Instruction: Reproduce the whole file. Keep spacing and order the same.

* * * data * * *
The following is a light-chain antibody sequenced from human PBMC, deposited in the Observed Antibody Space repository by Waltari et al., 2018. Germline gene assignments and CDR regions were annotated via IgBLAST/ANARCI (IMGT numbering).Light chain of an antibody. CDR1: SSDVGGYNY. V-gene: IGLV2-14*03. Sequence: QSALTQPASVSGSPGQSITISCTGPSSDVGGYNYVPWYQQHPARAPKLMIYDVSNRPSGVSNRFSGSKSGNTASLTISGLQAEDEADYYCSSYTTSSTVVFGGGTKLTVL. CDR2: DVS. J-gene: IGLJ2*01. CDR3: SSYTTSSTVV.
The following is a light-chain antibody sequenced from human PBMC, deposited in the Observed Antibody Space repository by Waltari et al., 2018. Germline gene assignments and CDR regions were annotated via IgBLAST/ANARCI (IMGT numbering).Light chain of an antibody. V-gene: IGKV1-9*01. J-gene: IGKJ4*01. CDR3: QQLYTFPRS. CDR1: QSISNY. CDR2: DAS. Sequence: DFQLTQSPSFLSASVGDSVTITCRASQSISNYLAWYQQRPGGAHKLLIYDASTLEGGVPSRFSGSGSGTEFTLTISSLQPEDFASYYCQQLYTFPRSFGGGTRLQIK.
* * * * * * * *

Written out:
The following is a light-chain antibody sequenced from human PBMC, deposited in the Observed Antibody Space repository by Waltari et al., 2018. Germline gene assignments and CDR regions were annotated via IgBLAST/ANARCI (IMGT numbering).Light chain of an antibody. CDR1: SSDVGGYNY. V-gene: IGLV2-14*03. Sequence: QSALTQPASVSGSPGQSITISCTGPSSDVGGYNYVPWYQQHPARAPKLMIYDVSNRPSGVSNRFSGSKSGNTASLTISGLQAEDEADYYCSSYTTSSTVVFGGGTKLTVL. CDR2: DVS. J-gene: IGLJ2*01. CDR3: SSYTTSSTVV.
The following is a light-chain antibody sequenced from human PBMC, deposited in the Observed Antibody Space repository by Waltari et al., 2018. Germline gene assignments and CDR regions were annotated via IgBLAST/ANARCI (IMGT numbering).Light chain of an antibody. V-gene: IGKV1-9*01. J-gene: IGKJ4*01. CDR3: QQLYTFPRS. CDR1: QSISNY. CDR2: DAS. Sequence: DFQLTQSPSFLSASVGDSVTITCRASQSISNYLAWYQQRPGGAHKLLIYDASTLEGGVPSRFSGSGSGTEFTLTISSLQPEDFASYYCQQLYTFPRSFGGGTRLQIK.